# Differential equations

• Sep 14th 2008, 05:04 PM
yeloc
Differential equations
Use the definition of the derivative to find f' (x).

f (x)=$\displaystyle \frac {1}{\sqrt(x)}$

The answer I got is $\displaystyle \frac{-\sqrt(x)}{2x}$

Can someone tell me if this is right? If it isn't, I will post my work to see where I went wrong.
• Sep 14th 2008, 05:10 PM
Jhevon
Quote:

Originally Posted by yeloc
Use the definition of the derivative to find f' (x).

f (x)=$\displaystyle \frac {1}{\sqrt(x)}$

The answer I got is $\displaystyle \frac{-\sqrt(x)}{2x}$

Can someone tell me if this is right? If it isn't, I will post my work to see where I went wrong.

it is wrong

and this is not a differential equation :p
• Sep 14th 2008, 05:15 PM
yeloc
Quote:

Originally Posted by Jhevon
it is wrong

and this is not a differential equation :p

How is it not when you have to use a differential equation to solve it?
• Sep 14th 2008, 05:17 PM
Chris L T521
Quote:

Originally Posted by yeloc
Use the definition of the derivative to find f' (x).

f (x)=$\displaystyle \frac {1}{\sqrt(x)}$

The answer I got is $\displaystyle \frac{-\sqrt{x}}{2x}$

Can someone tell me if this is right? If it isn't, I will post my work to see where I went wrong.

If it was $\displaystyle f'(x)=-\frac{\sqrt{x}}{2x^{\color{red}2}}$, then you'd be correct!

What's the derivative of $\displaystyle x^{-\frac{1}{2}}$?

Recall that $\displaystyle \frac{d}{\,dx}x^n=nx^{n-1}$

--Chris
• Sep 14th 2008, 05:26 PM
Jhevon
Quote:

Originally Posted by yeloc
How is it not when you have to use a differential equation to solve it?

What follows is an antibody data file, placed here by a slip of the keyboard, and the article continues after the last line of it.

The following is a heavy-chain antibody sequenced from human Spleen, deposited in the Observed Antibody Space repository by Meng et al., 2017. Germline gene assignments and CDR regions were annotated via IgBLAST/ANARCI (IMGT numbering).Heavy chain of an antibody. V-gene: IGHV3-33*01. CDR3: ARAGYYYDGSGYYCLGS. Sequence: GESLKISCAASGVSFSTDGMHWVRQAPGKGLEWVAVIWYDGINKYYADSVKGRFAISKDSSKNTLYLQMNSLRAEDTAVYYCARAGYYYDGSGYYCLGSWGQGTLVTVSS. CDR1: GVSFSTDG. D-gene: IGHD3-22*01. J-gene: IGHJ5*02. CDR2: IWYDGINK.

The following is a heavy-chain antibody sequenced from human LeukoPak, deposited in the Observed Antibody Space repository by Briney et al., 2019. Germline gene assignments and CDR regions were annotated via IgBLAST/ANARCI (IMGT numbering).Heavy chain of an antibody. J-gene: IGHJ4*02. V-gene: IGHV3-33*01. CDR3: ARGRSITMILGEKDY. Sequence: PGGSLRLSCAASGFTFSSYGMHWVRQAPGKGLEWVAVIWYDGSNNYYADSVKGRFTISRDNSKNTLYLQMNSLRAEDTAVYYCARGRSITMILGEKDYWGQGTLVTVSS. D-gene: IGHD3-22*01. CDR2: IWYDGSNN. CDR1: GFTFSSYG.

you are doing basic calculus. "differential equations" refers to something else. see here
• Sep 14th 2008, 05:27 PM
Jhevon
Quote:

Originally Posted by Chris L T521
If it was $\displaystyle f'(x)=-\frac{\sqrt{x}}{2x^{\color{red}2}}$, then you'd be correct!

technically yes, technically no. it would depend on whether we are considering negative x's or positive or both. remember, $\displaystyle \sqrt{x^2} = |x|$

it is better not to simplify in this case, so there is no ambiguities. just apply the chain rule, as you so rightly directed, and call it a day
• Sep 14th 2008, 05:39 PM
yeloc
After I substituted $\displaystyle x+ \Delta x$ in for x, and used the definition of the derivative of a function to set the rest of the problem up, how would I get $\displaystyle \Delta x$ out of the denominator?

I used the conjugate method, then I got a common denominator. I just simplified from there on out. Is this not right?
• Sep 14th 2008, 05:44 PM
Jhevon
Quote:

Originally Posted by yeloc
After I substituted $\displaystyle x+ \Delta x$ in for x, and used the definition of the derivative of a function to set the rest of the problem up, how would I get $\displaystyle \Delta x$ out of the denominator?

I used the conjugate method, then I got a common denominator. I just simplified from there on out. Is this not right?

you have the right idea. whether or not you did it right, i don't know